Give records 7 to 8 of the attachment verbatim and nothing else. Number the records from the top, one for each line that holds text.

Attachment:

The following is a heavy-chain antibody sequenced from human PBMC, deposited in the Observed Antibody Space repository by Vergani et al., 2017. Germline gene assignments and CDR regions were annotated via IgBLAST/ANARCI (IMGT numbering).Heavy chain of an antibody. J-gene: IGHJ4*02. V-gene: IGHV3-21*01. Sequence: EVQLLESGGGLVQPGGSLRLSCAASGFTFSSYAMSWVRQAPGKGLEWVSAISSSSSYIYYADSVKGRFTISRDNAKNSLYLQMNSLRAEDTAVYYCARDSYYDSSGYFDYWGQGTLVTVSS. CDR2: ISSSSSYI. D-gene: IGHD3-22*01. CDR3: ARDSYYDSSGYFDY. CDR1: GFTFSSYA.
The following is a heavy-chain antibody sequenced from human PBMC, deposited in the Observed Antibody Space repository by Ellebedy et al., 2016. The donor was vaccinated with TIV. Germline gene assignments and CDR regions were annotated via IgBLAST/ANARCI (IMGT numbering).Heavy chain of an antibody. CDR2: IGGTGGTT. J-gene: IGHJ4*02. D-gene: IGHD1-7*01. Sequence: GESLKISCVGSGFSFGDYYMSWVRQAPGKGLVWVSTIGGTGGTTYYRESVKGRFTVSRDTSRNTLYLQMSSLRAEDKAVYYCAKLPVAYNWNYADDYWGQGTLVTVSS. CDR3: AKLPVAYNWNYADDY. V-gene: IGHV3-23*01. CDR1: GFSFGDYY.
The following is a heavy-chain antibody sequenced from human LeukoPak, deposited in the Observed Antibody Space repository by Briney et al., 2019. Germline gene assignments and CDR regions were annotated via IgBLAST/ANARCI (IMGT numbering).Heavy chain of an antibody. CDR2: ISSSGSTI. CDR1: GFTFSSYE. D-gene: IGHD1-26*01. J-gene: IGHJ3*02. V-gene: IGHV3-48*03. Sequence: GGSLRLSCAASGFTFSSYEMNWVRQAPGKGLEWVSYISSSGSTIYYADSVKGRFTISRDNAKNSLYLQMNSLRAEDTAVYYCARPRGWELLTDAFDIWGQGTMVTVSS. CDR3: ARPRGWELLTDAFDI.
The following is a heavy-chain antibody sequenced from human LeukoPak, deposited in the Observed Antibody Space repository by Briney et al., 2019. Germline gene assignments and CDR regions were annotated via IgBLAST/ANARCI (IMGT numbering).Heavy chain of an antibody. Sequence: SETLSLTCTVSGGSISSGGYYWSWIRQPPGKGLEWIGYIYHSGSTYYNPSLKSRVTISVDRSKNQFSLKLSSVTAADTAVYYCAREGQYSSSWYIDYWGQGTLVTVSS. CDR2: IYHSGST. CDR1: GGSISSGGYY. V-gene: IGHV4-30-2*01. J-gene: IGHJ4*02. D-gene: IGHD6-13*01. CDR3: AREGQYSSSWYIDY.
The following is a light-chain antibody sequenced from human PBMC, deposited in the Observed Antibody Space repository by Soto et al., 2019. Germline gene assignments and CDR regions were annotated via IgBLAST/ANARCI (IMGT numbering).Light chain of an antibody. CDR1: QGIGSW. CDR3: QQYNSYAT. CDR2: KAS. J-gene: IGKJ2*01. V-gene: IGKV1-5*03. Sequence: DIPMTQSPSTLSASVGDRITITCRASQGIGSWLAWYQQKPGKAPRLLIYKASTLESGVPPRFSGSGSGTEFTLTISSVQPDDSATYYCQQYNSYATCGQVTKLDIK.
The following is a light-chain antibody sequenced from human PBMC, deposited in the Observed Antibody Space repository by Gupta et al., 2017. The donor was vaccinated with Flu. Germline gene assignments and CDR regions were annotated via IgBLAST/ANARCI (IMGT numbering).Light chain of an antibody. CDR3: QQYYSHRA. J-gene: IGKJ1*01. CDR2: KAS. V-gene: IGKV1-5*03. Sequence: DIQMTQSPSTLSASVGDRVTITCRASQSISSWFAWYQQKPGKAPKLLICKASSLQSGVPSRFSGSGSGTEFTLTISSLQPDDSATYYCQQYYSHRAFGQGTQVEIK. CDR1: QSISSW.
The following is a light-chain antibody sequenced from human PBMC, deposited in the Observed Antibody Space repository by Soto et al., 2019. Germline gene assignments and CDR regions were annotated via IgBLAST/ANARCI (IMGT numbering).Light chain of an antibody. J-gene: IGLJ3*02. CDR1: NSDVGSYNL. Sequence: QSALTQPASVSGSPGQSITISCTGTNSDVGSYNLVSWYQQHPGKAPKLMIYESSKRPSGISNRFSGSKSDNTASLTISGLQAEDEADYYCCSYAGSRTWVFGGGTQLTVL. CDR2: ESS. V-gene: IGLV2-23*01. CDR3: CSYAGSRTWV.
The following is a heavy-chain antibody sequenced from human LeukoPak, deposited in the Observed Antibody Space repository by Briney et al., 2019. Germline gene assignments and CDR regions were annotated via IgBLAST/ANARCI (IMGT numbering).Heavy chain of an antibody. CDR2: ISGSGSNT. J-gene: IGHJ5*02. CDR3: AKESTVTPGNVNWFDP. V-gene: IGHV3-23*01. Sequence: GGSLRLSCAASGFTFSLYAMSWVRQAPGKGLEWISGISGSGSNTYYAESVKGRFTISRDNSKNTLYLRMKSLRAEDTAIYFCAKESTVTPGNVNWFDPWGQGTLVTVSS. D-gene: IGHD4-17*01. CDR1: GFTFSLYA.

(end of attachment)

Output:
The following is a light-chain antibody sequenced from human PBMC, deposited in the Observed Antibody Space repository by Soto et al., 2019. Germline gene assignments and CDR regions were annotated via IgBLAST/ANARCI (IMGT numbering).Light chain of an antibody. J-gene: IGLJ3*02. CDR1: NSDVGSYNL. Sequence: QSALTQPASVSGSPGQSITISCTGTNSDVGSYNLVSWYQQHPGKAPKLMIYESSKRPSGISNRFSGSKSDNTASLTISGLQAEDEADYYCCSYAGSRTWVFGGGTQLTVL. CDR2: ESS. V-gene: IGLV2-23*01. CDR3: CSYAGSRTWV.
The following is a heavy-chain antibody sequenced from human LeukoPak, deposited in the Observed Antibody Space repository by Briney et al., 2019. Germline gene assignments and CDR regions were annotated via IgBLAST/ANARCI (IMGT numbering).Heavy chain of an antibody. CDR2: ISGSGSNT. J-gene: IGHJ5*02. CDR3: AKESTVTPGNVNWFDP. V-gene: IGHV3-23*01. Sequence: GGSLRLSCAASGFTFSLYAMSWVRQAPGKGLEWISGISGSGSNTYYAESVKGRFTISRDNSKNTLYLRMKSLRAEDTAIYFCAKESTVTPGNVNWFDPWGQGTLVTVSS. D-gene: IGHD4-17*01. CDR1: GFTFSLYA.